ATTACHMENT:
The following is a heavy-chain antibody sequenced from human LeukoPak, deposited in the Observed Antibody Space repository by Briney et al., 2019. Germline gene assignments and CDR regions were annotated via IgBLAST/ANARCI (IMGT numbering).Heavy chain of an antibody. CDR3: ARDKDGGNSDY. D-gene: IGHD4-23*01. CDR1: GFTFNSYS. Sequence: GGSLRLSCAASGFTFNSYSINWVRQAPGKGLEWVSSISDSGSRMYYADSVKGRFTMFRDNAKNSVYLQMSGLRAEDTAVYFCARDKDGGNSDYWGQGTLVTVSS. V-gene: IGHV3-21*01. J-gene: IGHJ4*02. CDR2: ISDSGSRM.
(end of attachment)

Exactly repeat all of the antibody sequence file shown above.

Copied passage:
The following is a heavy-chain antibody sequenced from human LeukoPak, deposited in the Observed Antibody Space repository by Briney et al., 2019. Germline gene assignments and CDR regions were annotated via IgBLAST/ANARCI (IMGT numbering).Heavy chain of an antibody. CDR3: ARDKDGGNSDY. D-gene: IGHD4-23*01. CDR1: GFTFNSYS. Sequence: GGSLRLSCAASGFTFNSYSINWVRQAPGKGLEWVSSISDSGSRMYYADSVKGRFTMFRDNAKNSVYLQMSGLRAEDTAVYFCARDKDGGNSDYWGQGTLVTVSS. V-gene: IGHV3-21*01. J-gene: IGHJ4*02. CDR2: ISDSGSRM.